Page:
March 11,2021 PDM: Virtual Zoom Meeting 6:30 Networking 7:00 Presentation
Featuring Speaker: Tamara Schwartz York College of Pennsylvania Dr. Tamara Schwartz is an Assistant Professor of Cybersecurity and Business Administration, a retired Air Force Officer, an independent consultant, and recognized innovator with over 20 years of National Security experience. Tamara was the Chief Technology Officer for Air Force Enterprise Networking, where her thought leadership informed the standup of Cyber Command and the design of various command centers supporting Joint Space, Cyber, and Global Strategic Operations as well as the National Military Command Center. Her work at the US Embassy in Amman, Jordan earned her the 2011 Information Operations Officer of the Year and an Honorable Mention for the 2011 Massachusetts Veteran of the Year. Tamara is a member of the Cybersecurity at MIT-Sloan interdisciplinary consortium for improving critical infrastructure cybersecurity, an international think tank for cybersecurity. Comfortable with ambiguity and the complexity of today's information driven organizations, Tamara is a skilled information and cyber strategist known for her game-changing, collaborative approaches to drive technological, cultural and process innovation. She received her B.S. in Industrial Engineering from Rensselaer Polytechnic Institute, her M.S. in Engineering Management from the University of Dayton, and her Doctorate of Business Administration from the Fox School of Business, Temple University. She is the creator of the Dynamic Cyber-Based View of the Firm, a strategic lens to evaluate globalization, advanced technology, and the intersection of information warfare, privacy, business strategy, and ethics.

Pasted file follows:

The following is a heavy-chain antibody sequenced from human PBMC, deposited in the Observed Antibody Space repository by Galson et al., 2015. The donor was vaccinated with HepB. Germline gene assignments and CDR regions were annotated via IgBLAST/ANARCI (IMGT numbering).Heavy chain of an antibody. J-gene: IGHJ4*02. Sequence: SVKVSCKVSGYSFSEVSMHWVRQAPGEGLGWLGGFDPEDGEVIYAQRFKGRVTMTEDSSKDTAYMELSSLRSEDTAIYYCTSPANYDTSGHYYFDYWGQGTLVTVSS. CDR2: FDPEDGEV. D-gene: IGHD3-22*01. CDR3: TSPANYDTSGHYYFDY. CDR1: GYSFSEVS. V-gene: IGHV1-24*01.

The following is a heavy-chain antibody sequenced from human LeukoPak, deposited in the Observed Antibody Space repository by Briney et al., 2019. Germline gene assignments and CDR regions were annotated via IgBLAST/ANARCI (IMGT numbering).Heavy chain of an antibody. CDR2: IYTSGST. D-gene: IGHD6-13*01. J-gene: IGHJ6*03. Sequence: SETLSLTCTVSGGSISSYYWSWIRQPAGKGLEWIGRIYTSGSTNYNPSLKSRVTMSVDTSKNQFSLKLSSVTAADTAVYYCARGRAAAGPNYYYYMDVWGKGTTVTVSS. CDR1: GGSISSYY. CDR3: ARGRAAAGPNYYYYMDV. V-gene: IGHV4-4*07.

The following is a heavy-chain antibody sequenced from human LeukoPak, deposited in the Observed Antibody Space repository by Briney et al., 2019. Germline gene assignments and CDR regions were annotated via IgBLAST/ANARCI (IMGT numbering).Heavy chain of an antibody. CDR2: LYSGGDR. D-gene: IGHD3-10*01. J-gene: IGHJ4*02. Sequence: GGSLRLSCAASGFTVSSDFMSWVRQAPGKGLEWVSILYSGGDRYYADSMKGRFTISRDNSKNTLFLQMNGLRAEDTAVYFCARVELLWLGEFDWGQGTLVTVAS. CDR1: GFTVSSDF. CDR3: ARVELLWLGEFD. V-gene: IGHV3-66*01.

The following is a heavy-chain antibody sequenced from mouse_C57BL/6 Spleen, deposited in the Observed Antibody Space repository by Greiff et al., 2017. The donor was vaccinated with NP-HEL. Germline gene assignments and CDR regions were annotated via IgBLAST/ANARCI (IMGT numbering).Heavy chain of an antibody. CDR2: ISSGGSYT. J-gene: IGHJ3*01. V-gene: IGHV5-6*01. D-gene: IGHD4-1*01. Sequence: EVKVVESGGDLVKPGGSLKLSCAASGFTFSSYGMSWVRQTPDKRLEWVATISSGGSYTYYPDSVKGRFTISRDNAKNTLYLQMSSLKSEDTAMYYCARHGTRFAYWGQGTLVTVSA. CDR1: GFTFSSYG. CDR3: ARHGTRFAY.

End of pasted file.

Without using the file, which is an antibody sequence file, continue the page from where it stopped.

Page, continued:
Topic: Exploring Covid 19 as a transportation problem.
What started out as a study to determine whether mobile tracking applications and AI could be used to provide actionable information while respecting human rights led to a discovery. We discovered that maps of COVID-19 are presenting data in the wrong context because the wrong problem is being explored. .